Finding the "can" in cancer

By: Life is Good

Megan Noonan took her mother’s challenging diagnosis and turned it into a chance to hope. Here’s her inspiring story, in her own words.

Dear Life is Good,

In January 2017, Mom was diagnosed with a Glioblastoma Brain Tumor (GBM). It's the same cancer John McCain was recently diagnosed with, and the aggressive brain cancer that Joe Biden’s son passed away from. As our family has come to live with this "new normal," I found myself distraught. It simply doesn't seem fair to have to face this type of illness. I guess you never really expect to confront a diagnosis that puts a timeline on a loved one’s life, but it happens. One thing is for certain: It makes you want to live and appreciate that, even in bad times, life is good.

Over these last few months, I found myself running into a few situations where I have been forced to turn the way I’m thinking around. Even my pool guy and I had a 45-minute conversation about how to look at life. You think your parents will be around forever, so it took me some time to adjust from being a kid to a caretaker overnight. I'd play the messages on repeat to tell myself to get up, go run, go to work, take care of your son, take care of your mom, be strong, stop crying, be grateful, go run again, take care of that list of things you are putting off, and seriously, stop f@&king crying.

I've continued to turn this situation around to look for the positive, and I found it one day while reading a New York Times article written by a woman at the final stages of her life. Addressing her husband, she wrote, “No wonder the words ‘cancel’ and ‘cancer’ go so well together.” Although I understand this analogy more then I'd like, as do many others who have lost a loved one to cancer, I wondered if there could be a way to turn this around while we’re living it.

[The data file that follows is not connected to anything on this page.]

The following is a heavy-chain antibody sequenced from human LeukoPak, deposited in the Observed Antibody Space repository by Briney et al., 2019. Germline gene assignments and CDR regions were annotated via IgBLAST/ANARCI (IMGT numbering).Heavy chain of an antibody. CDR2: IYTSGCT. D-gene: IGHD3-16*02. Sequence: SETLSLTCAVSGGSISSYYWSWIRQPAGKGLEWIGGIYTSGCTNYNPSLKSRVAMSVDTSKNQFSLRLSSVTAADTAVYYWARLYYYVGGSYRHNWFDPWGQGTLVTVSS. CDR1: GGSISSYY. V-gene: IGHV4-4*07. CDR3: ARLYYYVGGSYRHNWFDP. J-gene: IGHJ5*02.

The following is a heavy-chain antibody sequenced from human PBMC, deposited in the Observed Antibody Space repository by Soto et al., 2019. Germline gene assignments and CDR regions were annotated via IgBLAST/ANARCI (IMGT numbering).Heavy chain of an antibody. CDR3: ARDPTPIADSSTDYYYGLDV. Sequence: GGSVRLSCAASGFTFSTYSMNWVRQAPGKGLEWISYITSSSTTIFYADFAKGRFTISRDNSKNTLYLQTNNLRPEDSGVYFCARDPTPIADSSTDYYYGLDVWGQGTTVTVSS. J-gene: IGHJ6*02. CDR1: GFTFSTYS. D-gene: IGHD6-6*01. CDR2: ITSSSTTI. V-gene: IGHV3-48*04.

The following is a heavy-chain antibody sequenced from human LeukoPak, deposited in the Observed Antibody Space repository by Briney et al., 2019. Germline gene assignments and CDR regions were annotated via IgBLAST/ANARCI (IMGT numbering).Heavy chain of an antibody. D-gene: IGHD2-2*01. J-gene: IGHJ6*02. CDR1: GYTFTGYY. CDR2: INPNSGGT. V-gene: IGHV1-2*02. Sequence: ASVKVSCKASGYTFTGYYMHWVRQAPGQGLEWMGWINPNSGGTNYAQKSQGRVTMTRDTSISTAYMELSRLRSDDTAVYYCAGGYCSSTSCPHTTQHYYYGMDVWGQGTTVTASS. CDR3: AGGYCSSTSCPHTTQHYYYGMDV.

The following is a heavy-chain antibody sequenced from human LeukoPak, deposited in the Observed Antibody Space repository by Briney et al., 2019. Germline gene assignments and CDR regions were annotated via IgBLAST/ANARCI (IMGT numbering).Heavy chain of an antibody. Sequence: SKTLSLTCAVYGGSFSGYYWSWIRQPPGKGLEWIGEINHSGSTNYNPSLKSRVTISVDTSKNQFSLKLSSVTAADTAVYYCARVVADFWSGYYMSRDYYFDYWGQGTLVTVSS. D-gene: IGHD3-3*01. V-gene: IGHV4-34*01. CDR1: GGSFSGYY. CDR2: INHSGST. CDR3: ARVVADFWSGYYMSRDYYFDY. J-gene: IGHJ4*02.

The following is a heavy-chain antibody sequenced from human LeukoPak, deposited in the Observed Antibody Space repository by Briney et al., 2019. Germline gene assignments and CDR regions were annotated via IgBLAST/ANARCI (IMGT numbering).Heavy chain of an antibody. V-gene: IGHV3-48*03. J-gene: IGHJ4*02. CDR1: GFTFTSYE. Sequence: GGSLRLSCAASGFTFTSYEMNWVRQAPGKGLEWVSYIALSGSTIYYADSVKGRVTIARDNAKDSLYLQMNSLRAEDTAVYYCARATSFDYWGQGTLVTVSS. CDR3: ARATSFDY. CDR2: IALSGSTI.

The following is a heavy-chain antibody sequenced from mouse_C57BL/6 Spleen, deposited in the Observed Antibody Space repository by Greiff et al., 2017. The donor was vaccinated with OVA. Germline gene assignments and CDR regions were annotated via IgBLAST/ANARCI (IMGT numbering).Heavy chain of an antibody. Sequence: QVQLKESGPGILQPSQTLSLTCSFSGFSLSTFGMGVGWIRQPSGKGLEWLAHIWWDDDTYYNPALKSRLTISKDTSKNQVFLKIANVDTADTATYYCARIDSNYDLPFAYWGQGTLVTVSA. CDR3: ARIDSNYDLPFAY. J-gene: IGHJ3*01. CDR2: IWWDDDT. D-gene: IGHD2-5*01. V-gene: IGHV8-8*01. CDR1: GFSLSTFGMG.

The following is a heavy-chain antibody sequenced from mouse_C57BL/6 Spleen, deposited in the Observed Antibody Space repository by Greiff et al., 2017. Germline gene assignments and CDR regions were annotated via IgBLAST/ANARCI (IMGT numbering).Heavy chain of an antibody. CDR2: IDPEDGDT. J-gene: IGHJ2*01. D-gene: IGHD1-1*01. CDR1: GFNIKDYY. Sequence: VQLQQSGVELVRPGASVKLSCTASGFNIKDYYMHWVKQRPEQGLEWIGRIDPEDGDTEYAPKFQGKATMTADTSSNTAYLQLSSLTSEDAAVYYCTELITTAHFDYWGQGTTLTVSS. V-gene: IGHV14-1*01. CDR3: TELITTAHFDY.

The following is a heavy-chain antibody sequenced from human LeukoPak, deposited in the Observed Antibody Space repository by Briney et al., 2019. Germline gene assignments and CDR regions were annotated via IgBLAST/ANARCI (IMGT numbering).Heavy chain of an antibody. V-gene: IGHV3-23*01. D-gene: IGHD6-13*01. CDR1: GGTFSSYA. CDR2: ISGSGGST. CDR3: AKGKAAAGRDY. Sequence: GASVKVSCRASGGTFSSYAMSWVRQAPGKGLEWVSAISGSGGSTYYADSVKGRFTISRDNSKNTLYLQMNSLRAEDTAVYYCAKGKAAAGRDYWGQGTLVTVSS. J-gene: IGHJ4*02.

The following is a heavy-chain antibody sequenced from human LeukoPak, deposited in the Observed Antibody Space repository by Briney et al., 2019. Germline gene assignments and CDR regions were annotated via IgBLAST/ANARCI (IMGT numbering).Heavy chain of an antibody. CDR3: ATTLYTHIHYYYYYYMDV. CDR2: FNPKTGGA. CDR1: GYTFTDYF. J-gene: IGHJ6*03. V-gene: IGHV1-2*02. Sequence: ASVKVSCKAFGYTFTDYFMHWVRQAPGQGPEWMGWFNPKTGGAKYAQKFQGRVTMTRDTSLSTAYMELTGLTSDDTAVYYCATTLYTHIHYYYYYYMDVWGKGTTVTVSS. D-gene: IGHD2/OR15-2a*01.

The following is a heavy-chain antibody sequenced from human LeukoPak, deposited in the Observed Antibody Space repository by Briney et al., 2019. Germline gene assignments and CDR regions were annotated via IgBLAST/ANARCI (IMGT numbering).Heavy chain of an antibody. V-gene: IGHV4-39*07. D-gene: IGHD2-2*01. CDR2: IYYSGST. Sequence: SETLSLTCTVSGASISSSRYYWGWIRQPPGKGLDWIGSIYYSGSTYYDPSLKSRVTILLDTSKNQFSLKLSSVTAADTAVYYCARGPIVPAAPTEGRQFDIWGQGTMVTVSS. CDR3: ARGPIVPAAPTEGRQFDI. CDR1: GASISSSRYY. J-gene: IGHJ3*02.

So, I looked at this word, “cancer,” and though about how to turn something so terrible into something positive. I meditated on the word and I noticed if you just cross off the end, you’re left with the word can.

I sat with a dear friend and we wound up asking each other, “What is your can?” We learned that the most common phrases people want to hear at this stage are that you can hope, you can help those in need, and you can heal.

Here’s to the hope that one day we can find a cure for cancer — for everyone.

What’s your can?

With much love and gratitude,


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